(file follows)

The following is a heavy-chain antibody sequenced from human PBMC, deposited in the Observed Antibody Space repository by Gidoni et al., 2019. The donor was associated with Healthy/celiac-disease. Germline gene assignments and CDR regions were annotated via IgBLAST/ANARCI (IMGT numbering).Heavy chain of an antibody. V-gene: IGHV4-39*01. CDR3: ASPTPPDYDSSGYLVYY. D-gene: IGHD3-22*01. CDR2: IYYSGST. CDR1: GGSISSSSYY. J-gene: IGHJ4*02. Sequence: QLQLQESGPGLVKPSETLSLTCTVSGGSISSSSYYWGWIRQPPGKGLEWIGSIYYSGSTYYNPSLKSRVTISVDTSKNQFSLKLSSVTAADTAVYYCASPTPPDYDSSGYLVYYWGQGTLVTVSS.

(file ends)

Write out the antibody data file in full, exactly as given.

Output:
The following is a heavy-chain antibody sequenced from human PBMC, deposited in the Observed Antibody Space repository by Gidoni et al., 2019. The donor was associated with Healthy/celiac-disease. Germline gene assignments and CDR regions were annotated via IgBLAST/ANARCI (IMGT numbering).Heavy chain of an antibody. V-gene: IGHV4-39*01. CDR3: ASPTPPDYDSSGYLVYY. D-gene: IGHD3-22*01. CDR2: IYYSGST. CDR1: GGSISSSSYY. J-gene: IGHJ4*02. Sequence: QLQLQESGPGLVKPSETLSLTCTVSGGSISSSSYYWGWIRQPPGKGLEWIGSIYYSGSTYYNPSLKSRVTISVDTSKNQFSLKLSSVTAADTAVYYCASPTPPDYDSSGYLVYYWGQGTLVTVSS.